Realty Income to Acquire VEREIT for $16 Billion; Dividend Remains Secure

Realty Income on Thursday announced plans to acquire VEREIT, a retail REIT about half of its size. The all-stock transaction is expected to close in the fourth quarter of 2021.

This large acquisition will not impact Realty Income's dividend policy. If anything, the REIT's dividend coverage should improve moderately.

Management expects the deal to increase Realty's adjusted funds from operations (AFFO) per share by at least 10% in year one. Based on the firm's current dividend level and 2021 AFFO guidance, we estimate Realty's pro forma AFFO payout ratio would be 74% this year versus 81% on a standalone basis.
Source: Simply Safe Dividends
Realty Income's balance sheet will remain strong as well since this is an all-stock deal and VEREIT had a BBB investment-grade credit rating. Realty's net debt to EBITDA leverage ratio will tick up only slightly from 5.3x to 5.5x, which S&P expects will remain supportive of the firm's A- credit rating.

From a strategic perspective, Realty Income pursued VEREIT to increase its scale, operating efficiency, and diversification.

The company's portfolio will expand from approximately 6,500 properties to more than 10,000. This will drive rental revenue up from around $1.6 billion to $2.5 billion.

Realty expects to spread its operating expenses across this larger base of revenue to further enhance its profitability. Management also sees opportunity to refinance VEREIT's debt at lower rates to take advantage of the combined company's lower cost of capital, resulting in interest expense savings.

From a business mix perspective, not much will change. Realty Income will generate 83% of its rent from retail with another 14% from industrial markets. In 2020, those figures stood at 84% and 11%, respectively.

Similarly, convenience stores will remain the largest industry exposure at 9% of rent, followed by grocery (8%). Challenged industries such as health and fitness (5%) and theaters (4%) will become somewhat smaller contributors, while restaurants (7% casual, 7% quick service) take on somewhat more prominence.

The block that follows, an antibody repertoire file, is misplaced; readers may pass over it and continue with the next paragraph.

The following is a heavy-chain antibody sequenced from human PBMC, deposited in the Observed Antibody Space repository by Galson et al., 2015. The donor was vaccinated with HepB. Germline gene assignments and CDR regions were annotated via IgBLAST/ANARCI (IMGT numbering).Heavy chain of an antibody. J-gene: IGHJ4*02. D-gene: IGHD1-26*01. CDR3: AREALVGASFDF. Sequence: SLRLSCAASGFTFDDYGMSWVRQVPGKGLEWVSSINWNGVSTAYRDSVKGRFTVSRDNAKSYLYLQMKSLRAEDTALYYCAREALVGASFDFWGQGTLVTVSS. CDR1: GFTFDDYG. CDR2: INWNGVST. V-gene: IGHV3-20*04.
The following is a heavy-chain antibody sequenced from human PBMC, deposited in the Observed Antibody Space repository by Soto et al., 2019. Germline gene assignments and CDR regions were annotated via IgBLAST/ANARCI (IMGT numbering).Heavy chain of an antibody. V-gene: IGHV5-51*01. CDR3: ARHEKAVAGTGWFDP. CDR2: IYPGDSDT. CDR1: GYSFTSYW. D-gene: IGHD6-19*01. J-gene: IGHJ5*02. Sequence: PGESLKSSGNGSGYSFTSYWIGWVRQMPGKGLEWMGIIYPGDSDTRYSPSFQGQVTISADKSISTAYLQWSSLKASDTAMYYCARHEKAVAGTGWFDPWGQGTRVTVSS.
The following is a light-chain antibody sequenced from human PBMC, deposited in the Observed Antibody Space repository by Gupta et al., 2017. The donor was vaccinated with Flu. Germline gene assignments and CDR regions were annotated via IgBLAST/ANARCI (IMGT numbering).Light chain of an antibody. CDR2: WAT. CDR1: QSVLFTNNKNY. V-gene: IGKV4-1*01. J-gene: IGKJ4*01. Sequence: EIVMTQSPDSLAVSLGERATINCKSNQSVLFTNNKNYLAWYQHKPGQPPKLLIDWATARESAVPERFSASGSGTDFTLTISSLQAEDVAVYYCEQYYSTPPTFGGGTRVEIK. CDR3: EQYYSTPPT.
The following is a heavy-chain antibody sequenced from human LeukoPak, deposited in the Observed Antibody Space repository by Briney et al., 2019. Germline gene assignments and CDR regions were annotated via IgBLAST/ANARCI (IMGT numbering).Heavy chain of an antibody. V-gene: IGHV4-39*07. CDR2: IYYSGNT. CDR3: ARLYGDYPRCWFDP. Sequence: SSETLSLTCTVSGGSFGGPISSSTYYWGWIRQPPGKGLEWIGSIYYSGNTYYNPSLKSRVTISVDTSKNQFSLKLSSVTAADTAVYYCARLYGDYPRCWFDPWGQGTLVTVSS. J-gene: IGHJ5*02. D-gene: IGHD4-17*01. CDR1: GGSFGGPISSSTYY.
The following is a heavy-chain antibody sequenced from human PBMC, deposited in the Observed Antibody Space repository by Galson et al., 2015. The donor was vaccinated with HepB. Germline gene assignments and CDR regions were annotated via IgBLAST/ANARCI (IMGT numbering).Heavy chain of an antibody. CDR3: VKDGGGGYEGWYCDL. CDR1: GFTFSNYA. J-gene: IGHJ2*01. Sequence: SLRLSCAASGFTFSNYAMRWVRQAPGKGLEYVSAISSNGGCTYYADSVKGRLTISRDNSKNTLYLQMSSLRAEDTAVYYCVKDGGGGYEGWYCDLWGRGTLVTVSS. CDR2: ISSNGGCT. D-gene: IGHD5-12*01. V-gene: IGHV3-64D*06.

Source: Realty Income Investor Presentation
Tenants with investment-grade ratings will represent 45% of rent, down slightly from 51% previously. However, Realty Income's mix will become more diversified, strengthening the durability of its earnings. 

The REIT's top 10 industries will account for 64% of rent (down from 67%), its 10 largest tenants will combine for 31% of rent (down from 36%), and its largest tenant, Walgreens, will be 5% of rent (down from 6%).
From a valuation perspective, the price Realty Income paid for VEREIT was consistent with most of the property acquisitions it has made recently. The deal implies a cap rate (property operating income / property acquisition price) of about 6%.

For context, during 2020 Realty Income invested over $2.3 billion in 244 properties at a weighted average cap rate of 5.9%. 

With some cost synergies and refinancing benefits expected down the road, this acquisition looks like a reasonably priced deal for Realty Income. 

Finally, it's worth noting that once the merger closes, Realty Income plans to spin off its office properties into a separate, publicly traded REIT. At that time, shareholders will receive a distribution of shares in this new entity.

Offices represent 3% of Realty's rent and nearly 20% of VEREIT's. We don't expect this to impact Realty's dividend profile and will provide updates as more information about the spin-off's business is made available.

Overall, Realty Income's acquisition of VEREIT looks like a good move. The valuation appears fair, the portfolio's overall quality should remain solid, and the combined company's increased scale and diversification offer potential benefits. 

Income investors can keep relying on a safe and growing monthly dividend, too.

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